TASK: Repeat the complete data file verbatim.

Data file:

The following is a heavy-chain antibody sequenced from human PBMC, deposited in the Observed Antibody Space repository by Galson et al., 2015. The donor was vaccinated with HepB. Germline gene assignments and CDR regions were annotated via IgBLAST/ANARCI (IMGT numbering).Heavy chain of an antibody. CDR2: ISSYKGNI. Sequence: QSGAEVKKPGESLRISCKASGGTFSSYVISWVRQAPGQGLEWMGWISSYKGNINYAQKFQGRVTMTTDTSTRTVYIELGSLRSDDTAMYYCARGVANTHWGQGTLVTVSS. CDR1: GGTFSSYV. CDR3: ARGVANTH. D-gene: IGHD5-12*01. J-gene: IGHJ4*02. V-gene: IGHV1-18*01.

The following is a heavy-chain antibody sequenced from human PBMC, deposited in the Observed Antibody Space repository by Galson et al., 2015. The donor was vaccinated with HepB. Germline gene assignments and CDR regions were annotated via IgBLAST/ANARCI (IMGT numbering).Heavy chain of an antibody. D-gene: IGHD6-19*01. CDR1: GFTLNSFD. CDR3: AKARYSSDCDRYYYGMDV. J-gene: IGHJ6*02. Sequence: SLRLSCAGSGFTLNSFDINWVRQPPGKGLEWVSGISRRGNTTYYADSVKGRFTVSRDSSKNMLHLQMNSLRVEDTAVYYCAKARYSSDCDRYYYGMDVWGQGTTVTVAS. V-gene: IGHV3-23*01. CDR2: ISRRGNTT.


The following is a heavy-chain antibody sequenced from human PBMC, deposited in the Observed Antibody Space repository by Galson et al., 2015. The donor was vaccinated with HepB. Germline gene assignments and CDR regions were annotated via IgBLAST/ANARCI (IMGT numbering).Heavy chain of an antibody. CDR2: ISSYKGNI. Sequence: QSGAEVKKPGESLRISCKASGGTFSSYVISWVRQAPGQGLEWMGWISSYKGNINYAQKFQGRVTMTTDTSTRTVYIELGSLRSDDTAMYYCARGVANTHWGQGTLVTVSS. CDR1: GGTFSSYV. CDR3: ARGVANTH. D-gene: IGHD5-12*01. J-gene: IGHJ4*02. V-gene: IGHV1-18*01.

The following is a heavy-chain antibody sequenced from human PBMC, deposited in the Observed Antibody Space repository by Galson et al., 2015. The donor was vaccinated with HepB. Germline gene assignments and CDR regions were annotated via IgBLAST/ANARCI (IMGT numbering).Heavy chain of an antibody. D-gene: IGHD6-19*01. CDR1: GFTLNSFD. CDR3: AKARYSSDCDRYYYGMDV. J-gene: IGHJ6*02. Sequence: SLRLSCAGSGFTLNSFDINWVRQPPGKGLEWVSGISRRGNTTYYADSVKGRFTVSRDSSKNMLHLQMNSLRVEDTAVYYCAKARYSSDCDRYYYGMDVWGQGTTVTVAS. V-gene: IGHV3-23*01. CDR2: ISRRGNTT.